Afghanistan in Context

July 22, 2009

John Key’s National Government looks likely to send New Zealand SAS troops back to Afghanistan; a decision which Key has not taken lightly and which has not been without public controversy. Rightly so. It is, after all, the new government’s first major decision on an overseas military deployment and therefore a chance for the Prime Minister to prove his foreign policy credentials.

Key’s initial preference for a New Zealand military role in Afghanistan was one as part of  ‘an overall exit strategy’ (Herald, April 20). This stance has since been watered down to a general hope that Afghanistan be ‘stablised’, allowing for Western troops to leave the country (Herald, July 20).

The lack of clear objectives or time frame for New Zealand military involvement in Afghanistan (this applies not just to SAS missions but to the PRT in Bamiyan), plus the Prime Minister’s both vague and shifting positions on the issue, indicate no coherent overall strategy on the political level for the New Zealand Defence Force in the country. Indeed, it seems that any decisions on such a strategy are to be delayed until after a review of the Defence Force is completed in August.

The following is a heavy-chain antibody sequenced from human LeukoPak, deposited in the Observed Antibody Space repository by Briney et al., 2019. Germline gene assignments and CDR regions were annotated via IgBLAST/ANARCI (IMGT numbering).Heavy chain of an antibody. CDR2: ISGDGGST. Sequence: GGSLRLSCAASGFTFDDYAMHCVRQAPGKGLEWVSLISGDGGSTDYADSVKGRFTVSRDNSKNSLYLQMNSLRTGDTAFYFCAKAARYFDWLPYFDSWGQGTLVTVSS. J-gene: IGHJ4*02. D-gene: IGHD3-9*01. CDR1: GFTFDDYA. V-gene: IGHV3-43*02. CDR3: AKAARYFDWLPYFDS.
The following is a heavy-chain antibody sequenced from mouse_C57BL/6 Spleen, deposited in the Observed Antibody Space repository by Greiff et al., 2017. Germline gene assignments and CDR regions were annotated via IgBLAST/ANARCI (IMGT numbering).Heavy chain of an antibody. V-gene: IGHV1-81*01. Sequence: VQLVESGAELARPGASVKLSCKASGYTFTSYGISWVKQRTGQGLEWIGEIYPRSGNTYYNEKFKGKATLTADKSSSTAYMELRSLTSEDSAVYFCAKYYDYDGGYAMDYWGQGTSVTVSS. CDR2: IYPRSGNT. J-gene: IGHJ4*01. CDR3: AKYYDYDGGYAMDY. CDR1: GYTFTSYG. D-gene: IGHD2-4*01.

At this point then, it could be of much use to consider European nations’ current predicament in Afghanistan.

They too are facing heated public debate on the conflict: Casualty numbers are growing; in Britain the opposition alleges troops are underequipped for the fighting; in Germany the first new military medals for bravery since WWII have been awarded to soldiers fighting in Afghanistan.

They too are under pressure from the United States to provide additional military assistance: President Obama sees Afghanistan as a ‘litmus test’ of European reliability in military matters.

Now is a crucial, paradigm-shifting point in the conflict, offering Europe the chance to redefine its strategy in Afghanistan. It makes sense, therefore, for New Zealand to take note of how Europe approaches this process and take its lessons into account when formulating its own policy on engagement in the conflict.